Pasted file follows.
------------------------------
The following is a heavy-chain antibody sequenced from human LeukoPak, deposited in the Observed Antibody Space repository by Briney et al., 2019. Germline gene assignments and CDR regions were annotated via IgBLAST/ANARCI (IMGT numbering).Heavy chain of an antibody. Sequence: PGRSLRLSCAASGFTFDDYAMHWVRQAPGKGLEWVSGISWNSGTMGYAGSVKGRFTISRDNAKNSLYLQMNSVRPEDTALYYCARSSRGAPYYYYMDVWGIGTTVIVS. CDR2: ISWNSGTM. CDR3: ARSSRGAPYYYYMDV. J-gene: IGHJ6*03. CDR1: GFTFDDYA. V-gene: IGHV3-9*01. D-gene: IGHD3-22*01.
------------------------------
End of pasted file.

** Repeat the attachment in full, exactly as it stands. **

The following is a heavy-chain antibody sequenced from human LeukoPak, deposited in the Observed Antibody Space repository by Briney et al., 2019. Germline gene assignments and CDR regions were annotated via IgBLAST/ANARCI (IMGT numbering).Heavy chain of an antibody. Sequence: PGRSLRLSCAASGFTFDDYAMHWVRQAPGKGLEWVSGISWNSGTMGYAGSVKGRFTISRDNAKNSLYLQMNSVRPEDTALYYCARSSRGAPYYYYMDVWGIGTTVIVS. CDR2: ISWNSGTM. CDR3: ARSSRGAPYYYYMDV. J-gene: IGHJ6*03. CDR1: GFTFDDYA. V-gene: IGHV3-9*01. D-gene: IGHD3-22*01.